Get your long johns ready: The brutally cold temperatures that are affecting much of the midwest this week are moving into New York City. According to the National Weather Service, an “arctic cold front” will start moving across New York on Wednesday, bringing frigid temperatures and wind chills of 10 to 20 degrees below zero. Temperatures aren’t expected to get above freezing until the weekend.
The brutal cold may be accompanied by snow squalls—periods of intense wind and snow showers—this afternoon (here’s what that looked like), leading the city’s Office of Emergency Management to issue a hazardous travel advisory:
This intense burst of snowfall combined with strong wind gusts may cause brief whiteout conditions, limiting visibility and making travel extremely dangerous. New Yorkers should plan for hazardous travel during the evening commute and are advised to take mass transit where possible, delay travel or safely exit highways or roadways before the snow squall arrives.
A line of snow showers and/or snow squalls will move across the region this afternoon into the early evening. Brief whiteout conditions and a coating to around an inch of snow will be possible in any of the heavier snow squalls. pic.twitter.com/jFZIDS8B6X— NWS New York NY (@NWSNewYorkNY) January 30, 2019
The de Blasio administration has issued a winter weather advisory, and notes that the Department of Sanitation will be at the ready to help clear any precipitation that’s sticking to roads. The city’s Department of Homeless Services issued a code blue warning that will likely continue into the evening, with expanded shelter services and more assistance available for the city’s homeless population.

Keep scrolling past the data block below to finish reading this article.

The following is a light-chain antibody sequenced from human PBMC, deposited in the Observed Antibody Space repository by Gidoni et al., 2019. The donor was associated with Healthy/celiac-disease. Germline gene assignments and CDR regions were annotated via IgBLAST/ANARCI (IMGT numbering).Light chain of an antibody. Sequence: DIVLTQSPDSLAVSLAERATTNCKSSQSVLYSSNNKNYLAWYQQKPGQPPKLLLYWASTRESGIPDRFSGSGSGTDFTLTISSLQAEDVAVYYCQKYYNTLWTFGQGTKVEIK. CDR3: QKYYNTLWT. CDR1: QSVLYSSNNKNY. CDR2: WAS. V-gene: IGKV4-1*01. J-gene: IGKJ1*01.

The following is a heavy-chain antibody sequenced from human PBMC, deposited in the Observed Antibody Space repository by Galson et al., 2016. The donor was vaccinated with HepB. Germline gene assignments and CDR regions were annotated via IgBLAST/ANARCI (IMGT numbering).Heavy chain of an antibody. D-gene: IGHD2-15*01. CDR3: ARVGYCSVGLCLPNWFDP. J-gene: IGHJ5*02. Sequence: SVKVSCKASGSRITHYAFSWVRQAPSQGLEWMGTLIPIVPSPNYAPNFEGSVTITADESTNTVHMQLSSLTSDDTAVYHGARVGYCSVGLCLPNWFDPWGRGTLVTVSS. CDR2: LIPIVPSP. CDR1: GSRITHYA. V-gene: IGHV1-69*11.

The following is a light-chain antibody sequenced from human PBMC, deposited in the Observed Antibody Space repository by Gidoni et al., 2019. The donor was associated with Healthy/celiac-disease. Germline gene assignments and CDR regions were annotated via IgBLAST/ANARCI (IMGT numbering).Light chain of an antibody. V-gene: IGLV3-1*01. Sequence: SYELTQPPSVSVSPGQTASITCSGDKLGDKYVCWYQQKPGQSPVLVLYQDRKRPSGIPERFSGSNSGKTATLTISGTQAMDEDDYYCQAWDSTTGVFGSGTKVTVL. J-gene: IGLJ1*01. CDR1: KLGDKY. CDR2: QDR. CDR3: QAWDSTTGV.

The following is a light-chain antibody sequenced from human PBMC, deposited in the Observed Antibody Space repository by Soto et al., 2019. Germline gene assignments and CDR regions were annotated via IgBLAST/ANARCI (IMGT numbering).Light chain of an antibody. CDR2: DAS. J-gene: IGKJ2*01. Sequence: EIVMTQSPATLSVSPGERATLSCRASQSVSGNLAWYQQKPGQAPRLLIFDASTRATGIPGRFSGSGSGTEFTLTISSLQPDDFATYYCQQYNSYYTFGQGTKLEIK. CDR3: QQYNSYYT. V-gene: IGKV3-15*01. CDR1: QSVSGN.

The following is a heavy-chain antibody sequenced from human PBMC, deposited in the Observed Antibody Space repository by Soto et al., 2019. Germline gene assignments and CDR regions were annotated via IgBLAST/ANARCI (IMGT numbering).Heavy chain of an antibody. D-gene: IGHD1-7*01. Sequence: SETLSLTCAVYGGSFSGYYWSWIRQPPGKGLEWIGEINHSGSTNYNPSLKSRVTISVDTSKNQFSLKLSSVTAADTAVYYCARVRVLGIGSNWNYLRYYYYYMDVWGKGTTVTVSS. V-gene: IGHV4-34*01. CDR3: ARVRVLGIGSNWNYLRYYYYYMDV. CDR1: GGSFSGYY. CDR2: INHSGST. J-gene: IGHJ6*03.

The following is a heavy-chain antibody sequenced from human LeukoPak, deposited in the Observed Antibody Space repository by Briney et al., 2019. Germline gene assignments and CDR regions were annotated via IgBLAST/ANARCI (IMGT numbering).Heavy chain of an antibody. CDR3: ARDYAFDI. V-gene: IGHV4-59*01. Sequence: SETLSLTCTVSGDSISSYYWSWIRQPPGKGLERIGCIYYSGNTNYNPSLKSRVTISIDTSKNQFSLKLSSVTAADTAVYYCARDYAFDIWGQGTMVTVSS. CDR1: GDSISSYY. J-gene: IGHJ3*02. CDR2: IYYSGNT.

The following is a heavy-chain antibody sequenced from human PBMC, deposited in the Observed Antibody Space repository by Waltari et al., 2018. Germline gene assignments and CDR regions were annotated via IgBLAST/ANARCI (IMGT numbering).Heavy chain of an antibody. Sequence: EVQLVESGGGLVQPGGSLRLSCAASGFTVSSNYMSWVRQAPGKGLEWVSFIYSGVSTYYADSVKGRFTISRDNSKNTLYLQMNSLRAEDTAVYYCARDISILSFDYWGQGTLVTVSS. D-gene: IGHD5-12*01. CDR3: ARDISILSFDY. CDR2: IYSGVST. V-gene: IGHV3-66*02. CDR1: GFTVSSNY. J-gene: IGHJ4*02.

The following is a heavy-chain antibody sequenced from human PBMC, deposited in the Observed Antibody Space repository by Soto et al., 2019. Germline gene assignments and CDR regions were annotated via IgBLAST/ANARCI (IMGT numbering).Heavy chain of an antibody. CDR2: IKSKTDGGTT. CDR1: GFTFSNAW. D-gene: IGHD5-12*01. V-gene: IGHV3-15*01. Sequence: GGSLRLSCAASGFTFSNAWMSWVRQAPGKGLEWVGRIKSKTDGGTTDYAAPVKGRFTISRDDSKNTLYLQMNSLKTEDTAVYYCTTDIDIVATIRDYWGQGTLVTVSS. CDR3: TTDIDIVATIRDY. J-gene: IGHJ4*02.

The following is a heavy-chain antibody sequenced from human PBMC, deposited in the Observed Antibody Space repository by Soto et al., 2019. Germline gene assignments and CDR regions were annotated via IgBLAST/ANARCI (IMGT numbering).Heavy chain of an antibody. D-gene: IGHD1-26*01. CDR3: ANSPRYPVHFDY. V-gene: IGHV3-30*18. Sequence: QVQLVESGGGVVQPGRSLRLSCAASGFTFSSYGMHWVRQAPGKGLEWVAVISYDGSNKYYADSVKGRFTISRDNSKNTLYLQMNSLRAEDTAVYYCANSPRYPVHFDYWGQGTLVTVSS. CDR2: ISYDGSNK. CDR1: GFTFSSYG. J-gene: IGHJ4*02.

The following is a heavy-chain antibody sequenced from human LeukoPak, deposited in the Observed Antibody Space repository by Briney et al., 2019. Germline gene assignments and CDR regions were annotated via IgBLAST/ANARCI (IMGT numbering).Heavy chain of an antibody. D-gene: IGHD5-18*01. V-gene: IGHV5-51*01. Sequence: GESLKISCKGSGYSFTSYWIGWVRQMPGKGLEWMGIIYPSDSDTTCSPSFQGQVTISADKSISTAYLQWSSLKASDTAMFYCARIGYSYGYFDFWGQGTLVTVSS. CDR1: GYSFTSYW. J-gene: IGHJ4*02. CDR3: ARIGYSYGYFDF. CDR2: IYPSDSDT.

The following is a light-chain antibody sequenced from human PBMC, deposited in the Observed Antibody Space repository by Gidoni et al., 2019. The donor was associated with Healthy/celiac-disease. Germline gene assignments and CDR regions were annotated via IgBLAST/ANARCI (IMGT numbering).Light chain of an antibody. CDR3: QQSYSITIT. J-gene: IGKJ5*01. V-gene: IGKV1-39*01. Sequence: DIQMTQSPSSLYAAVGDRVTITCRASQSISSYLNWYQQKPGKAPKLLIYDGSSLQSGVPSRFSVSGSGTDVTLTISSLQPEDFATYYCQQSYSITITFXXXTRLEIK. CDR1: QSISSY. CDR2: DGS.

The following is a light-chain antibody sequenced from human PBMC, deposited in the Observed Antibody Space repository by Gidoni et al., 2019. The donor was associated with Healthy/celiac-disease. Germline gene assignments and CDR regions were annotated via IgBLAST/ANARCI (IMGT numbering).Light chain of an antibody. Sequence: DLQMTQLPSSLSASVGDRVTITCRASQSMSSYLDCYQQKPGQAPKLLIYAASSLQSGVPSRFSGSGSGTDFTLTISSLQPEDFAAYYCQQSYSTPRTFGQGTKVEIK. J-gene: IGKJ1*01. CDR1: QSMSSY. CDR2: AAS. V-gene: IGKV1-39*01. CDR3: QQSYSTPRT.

Then behind the cold front, after the snow showers and snow squalls push offshore Wednesday evening, brutally cold air will move in for Wednesday night and last into Friday morning. Here are the coldest wind chills expected by Thursday morning! pic.twitter.com/3yoXkWvUzW— NWS New York NY (@NWSNewYorkNY) January 30, 2019
The cold front is part of the larger “polar vortex” that’s moving across the United States, and bringing record low temperatures—with potentially deadly consequences—to parts of the Midwest, including Chicago.
While we won’t have it quite so bad in New York, there’s always the chance that extreme cold can affect your home, whether through frozen pipes or a lack of working heat. If the heat in your apartment isn’t working, here’s everything you need to know.
NYCHA has also activated its situation room to deal with any heating issues at its properties throughout the city, which have historically not fared well in deep freeze conditions. A warming center will be open to NYCHA residents from 8 a.m. to 8 p.m. in every borough through the end of the week. The agency recommends that any residents with heating issues report them via the MyNYCHA app, or through its Customer Contact center at 718-707-7771.